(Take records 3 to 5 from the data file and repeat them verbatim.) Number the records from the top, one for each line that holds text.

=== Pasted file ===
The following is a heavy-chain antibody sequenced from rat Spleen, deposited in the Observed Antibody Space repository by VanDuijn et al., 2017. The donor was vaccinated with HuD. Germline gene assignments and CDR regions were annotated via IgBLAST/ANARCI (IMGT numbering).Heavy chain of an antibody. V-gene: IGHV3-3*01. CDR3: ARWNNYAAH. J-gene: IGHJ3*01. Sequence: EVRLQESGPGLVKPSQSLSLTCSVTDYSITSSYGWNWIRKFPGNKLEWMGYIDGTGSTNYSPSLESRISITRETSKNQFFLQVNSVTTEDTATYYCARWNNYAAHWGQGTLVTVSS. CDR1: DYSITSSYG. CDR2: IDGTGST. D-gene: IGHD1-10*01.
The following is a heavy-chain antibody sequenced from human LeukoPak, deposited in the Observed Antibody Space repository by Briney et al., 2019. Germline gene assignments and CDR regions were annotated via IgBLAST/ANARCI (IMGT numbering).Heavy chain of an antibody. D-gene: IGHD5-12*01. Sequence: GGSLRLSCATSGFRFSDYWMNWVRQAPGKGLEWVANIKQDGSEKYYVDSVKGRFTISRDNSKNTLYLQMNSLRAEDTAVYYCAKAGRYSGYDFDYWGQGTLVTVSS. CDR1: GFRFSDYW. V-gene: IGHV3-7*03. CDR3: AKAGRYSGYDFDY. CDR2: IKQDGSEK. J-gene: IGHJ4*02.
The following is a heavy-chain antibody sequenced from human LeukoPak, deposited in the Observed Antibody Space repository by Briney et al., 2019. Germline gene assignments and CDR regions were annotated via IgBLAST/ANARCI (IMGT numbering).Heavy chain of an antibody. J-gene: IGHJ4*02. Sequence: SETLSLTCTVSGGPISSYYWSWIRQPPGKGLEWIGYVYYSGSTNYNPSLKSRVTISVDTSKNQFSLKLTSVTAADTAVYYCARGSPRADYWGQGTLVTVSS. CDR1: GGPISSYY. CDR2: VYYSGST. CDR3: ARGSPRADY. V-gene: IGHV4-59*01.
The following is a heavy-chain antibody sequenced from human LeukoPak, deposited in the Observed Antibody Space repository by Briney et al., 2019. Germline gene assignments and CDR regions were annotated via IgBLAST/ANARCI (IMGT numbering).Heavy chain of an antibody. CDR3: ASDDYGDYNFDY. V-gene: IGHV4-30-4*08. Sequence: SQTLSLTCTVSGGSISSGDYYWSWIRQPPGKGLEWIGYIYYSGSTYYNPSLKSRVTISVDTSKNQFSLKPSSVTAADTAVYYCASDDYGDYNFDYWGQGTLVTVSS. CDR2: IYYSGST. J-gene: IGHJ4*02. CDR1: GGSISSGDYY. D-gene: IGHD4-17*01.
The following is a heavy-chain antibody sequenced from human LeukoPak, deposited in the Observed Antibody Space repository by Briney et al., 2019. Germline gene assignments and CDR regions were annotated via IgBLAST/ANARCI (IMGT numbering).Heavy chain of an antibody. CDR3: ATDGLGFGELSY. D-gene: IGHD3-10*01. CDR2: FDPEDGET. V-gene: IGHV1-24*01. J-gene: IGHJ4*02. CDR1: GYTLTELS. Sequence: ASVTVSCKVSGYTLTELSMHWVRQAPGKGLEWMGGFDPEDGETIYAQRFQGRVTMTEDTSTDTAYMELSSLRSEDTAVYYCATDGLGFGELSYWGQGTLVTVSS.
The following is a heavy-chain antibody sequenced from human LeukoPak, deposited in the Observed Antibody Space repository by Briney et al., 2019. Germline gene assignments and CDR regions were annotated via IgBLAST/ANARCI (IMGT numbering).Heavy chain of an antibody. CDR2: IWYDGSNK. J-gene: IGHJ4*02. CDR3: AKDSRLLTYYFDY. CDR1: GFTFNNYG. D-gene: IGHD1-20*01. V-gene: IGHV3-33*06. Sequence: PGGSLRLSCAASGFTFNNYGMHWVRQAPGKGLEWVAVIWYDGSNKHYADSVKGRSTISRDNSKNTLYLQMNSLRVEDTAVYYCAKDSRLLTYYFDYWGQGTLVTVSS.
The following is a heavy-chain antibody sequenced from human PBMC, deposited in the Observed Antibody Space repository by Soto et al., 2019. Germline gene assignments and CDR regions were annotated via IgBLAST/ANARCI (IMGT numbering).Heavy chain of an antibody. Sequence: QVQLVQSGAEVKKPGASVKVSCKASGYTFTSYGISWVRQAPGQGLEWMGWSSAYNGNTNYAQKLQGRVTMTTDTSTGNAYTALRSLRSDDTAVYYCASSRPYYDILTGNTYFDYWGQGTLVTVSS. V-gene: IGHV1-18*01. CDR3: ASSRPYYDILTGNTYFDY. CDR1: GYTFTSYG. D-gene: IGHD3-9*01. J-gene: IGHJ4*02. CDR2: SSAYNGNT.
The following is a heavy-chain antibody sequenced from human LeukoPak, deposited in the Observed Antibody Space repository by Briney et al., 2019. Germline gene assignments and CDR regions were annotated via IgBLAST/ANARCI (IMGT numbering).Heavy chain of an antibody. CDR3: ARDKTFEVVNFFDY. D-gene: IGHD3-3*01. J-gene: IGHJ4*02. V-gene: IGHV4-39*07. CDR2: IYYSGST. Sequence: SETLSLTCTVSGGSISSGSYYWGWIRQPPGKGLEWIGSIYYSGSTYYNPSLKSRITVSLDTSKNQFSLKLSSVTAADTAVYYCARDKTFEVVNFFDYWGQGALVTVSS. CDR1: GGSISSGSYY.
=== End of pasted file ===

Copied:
The following is a heavy-chain antibody sequenced from human LeukoPak, deposited in the Observed Antibody Space repository by Briney et al., 2019. Germline gene assignments and CDR regions were annotated via IgBLAST/ANARCI (IMGT numbering).Heavy chain of an antibody. J-gene: IGHJ4*02. Sequence: SETLSLTCTVSGGPISSYYWSWIRQPPGKGLEWIGYVYYSGSTNYNPSLKSRVTISVDTSKNQFSLKLTSVTAADTAVYYCARGSPRADYWGQGTLVTVSS. CDR1: GGPISSYY. CDR2: VYYSGST. CDR3: ARGSPRADY. V-gene: IGHV4-59*01.
The following is a heavy-chain antibody sequenced from human LeukoPak, deposited in the Observed Antibody Space repository by Briney et al., 2019. Germline gene assignments and CDR regions were annotated via IgBLAST/ANARCI (IMGT numbering).Heavy chain of an antibody. CDR3: ASDDYGDYNFDY. V-gene: IGHV4-30-4*08. Sequence: SQTLSLTCTVSGGSISSGDYYWSWIRQPPGKGLEWIGYIYYSGSTYYNPSLKSRVTISVDTSKNQFSLKPSSVTAADTAVYYCASDDYGDYNFDYWGQGTLVTVSS. CDR2: IYYSGST. J-gene: IGHJ4*02. CDR1: GGSISSGDYY. D-gene: IGHD4-17*01.
The following is a heavy-chain antibody sequenced from human LeukoPak, deposited in the Observed Antibody Space repository by Briney et al., 2019. Germline gene assignments and CDR regions were annotated via IgBLAST/ANARCI (IMGT numbering).Heavy chain of an antibody. CDR3: ATDGLGFGELSY. D-gene: IGHD3-10*01. CDR2: FDPEDGET. V-gene: IGHV1-24*01. J-gene: IGHJ4*02. CDR1: GYTLTELS. Sequence: ASVTVSCKVSGYTLTELSMHWVRQAPGKGLEWMGGFDPEDGETIYAQRFQGRVTMTEDTSTDTAYMELSSLRSEDTAVYYCATDGLGFGELSYWGQGTLVTVSS.